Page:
Not Guilty by Reason of Insanity: Balancing Victims' Rights and the Insanity Defence

52 Pages Posted: 10 Jun 2020

See all articles by Carey Bentley-Beckham

Carey Bentley-Beckham

Victoria University of Wellington, Faculty of Law, Student/Alumni

Date Written: June 10, 2020

Abstract

Under s 23 of the Crimes Act 1961, defendants in New Zealand that are deemed insane at the time of committing the actus reus of an offence are able to be found not guilty by reason of insanity. As the defendant cannot be found criminally responsible for their actions, they are not punished with a criminal record or prison sentence. However, due to public safety concerns, those acquitted under the insanity defence are usually required to undertake compulsory mental health treatment and are therefore dealt with under the health system, in lieu of the criminal justice system. Due to this, victims of those found not guilty by reason of insanity are not afforded the same rights as victims that fall under the ambit of the criminal justice system. With the current focus on victims’ rights following the Te Tangi o te Manawanui Recommendations for Reform as part of the H paitia te Oranga Tangata Safe and Effective Justice initiative, attention is also being focused on improving the experience for victims of those found not guilty by reason of insanity. The recent drawing from the ballot of the Rights for Victims of Insane Offenders Private Member's Bill and the publicity surrounding Wendy Hamer’s victims’ rights petition has highlighted the need to discuss this issue. Using cases from New Zealand, Canada and Australia, this paper considers why reform is needed and considers how the rights and interests of victims of defendants found not guilty by reason of insanity can be strengthened, whilst still ensuring the overarching rationale of the insanity defence is protected. A number of suggested reforms intended to improve victims’ rights are found to be inappropriate due to the fact they undermine the key rationales of the defence: treatment, not punishment; community safety; and the medical nature of decision making. The paper recommends and concludes that strengthening service rights and providing specialised assistance will provide a better system for victims of those found not guilty by reason of insanity without undermining the working of the defence itself.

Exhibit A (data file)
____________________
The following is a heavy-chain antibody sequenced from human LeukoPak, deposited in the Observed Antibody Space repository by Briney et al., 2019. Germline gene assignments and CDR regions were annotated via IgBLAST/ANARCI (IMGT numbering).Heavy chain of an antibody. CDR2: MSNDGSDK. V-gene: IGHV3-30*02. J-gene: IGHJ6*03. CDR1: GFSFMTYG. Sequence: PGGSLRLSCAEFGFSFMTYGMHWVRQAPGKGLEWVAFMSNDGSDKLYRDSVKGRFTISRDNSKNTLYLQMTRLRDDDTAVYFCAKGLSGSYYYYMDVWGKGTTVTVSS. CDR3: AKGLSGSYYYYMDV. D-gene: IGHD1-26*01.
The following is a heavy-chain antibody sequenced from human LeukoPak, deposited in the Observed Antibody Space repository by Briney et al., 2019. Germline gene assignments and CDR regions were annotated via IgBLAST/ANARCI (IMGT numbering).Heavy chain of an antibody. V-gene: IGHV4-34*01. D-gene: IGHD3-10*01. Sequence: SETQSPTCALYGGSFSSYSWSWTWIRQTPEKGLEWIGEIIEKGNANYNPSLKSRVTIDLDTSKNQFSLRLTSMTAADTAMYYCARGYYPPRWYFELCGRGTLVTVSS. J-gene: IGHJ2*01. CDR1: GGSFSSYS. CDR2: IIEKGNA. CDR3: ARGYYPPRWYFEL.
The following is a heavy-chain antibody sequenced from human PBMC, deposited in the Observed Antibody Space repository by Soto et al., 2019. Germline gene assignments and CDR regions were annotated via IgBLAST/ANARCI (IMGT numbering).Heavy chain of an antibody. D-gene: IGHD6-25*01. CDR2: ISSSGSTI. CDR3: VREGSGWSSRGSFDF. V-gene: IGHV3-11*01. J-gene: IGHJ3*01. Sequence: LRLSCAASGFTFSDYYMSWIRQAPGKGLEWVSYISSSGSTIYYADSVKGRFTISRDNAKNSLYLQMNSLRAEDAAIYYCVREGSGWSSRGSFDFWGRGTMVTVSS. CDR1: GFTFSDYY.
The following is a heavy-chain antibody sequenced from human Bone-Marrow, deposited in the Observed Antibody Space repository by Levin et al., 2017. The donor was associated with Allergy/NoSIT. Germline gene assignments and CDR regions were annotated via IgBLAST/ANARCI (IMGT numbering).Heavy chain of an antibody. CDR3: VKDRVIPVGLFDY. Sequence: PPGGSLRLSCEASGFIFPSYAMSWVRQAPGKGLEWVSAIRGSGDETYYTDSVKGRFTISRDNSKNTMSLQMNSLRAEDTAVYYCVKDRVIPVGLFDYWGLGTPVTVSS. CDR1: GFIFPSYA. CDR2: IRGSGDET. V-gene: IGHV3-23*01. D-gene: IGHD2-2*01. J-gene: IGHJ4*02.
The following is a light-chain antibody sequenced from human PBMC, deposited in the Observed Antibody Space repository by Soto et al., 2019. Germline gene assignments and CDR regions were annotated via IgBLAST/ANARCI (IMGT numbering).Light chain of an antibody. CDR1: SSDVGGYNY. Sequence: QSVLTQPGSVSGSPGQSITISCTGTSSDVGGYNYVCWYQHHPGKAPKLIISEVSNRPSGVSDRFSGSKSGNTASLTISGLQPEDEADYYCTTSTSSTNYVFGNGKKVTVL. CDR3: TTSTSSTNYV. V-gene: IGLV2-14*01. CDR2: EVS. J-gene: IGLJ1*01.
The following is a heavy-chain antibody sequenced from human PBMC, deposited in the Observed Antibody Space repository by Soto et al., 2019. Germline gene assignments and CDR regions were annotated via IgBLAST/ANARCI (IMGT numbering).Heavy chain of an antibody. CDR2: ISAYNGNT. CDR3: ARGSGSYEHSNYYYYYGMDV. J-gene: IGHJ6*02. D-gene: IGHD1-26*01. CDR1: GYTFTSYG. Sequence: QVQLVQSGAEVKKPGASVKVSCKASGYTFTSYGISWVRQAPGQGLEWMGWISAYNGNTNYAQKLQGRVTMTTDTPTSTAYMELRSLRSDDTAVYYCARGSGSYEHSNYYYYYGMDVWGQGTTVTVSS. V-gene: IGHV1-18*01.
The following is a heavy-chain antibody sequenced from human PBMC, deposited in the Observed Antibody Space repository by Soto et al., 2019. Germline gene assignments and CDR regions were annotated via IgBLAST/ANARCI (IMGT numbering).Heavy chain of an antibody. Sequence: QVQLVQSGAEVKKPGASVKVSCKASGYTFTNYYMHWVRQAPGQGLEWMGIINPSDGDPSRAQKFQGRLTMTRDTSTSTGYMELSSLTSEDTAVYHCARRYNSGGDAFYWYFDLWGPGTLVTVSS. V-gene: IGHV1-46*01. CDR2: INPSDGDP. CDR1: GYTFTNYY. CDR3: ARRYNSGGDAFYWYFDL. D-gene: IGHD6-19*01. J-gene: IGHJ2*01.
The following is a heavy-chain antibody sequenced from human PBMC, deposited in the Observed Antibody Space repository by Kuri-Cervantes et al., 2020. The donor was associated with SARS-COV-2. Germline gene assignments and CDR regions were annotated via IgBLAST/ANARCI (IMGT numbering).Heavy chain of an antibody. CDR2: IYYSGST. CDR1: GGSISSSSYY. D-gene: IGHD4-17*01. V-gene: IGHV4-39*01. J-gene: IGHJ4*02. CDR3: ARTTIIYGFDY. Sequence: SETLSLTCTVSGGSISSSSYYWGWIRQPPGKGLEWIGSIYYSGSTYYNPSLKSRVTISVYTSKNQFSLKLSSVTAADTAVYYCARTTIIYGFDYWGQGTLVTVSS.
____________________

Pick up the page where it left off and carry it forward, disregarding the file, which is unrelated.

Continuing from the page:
Keywords: "victims' rights", "insanity defence", "not guilty by reason of insanity"

JEL Classification: K00, K14

Suggested Citation

Bentley-Beckham, Carey, Not Guilty by Reason of Insanity: Balancing Victims' Rights and the Insanity Defence (June 10, 2020). Victoria University of Wellington Legal Research Paper No. 34/2020, Available at SSRN: https://ssrn.com/abstract=3623592 or http://dx.doi.org/10.2139/ssrn.3623592

Carey Bentley-Beckham (Contact Author)

Victoria University of Wellington, Faculty of Law, Student/Alumni ( email )

PO Box 600
Wellington, Victoria 6140
New Zealand

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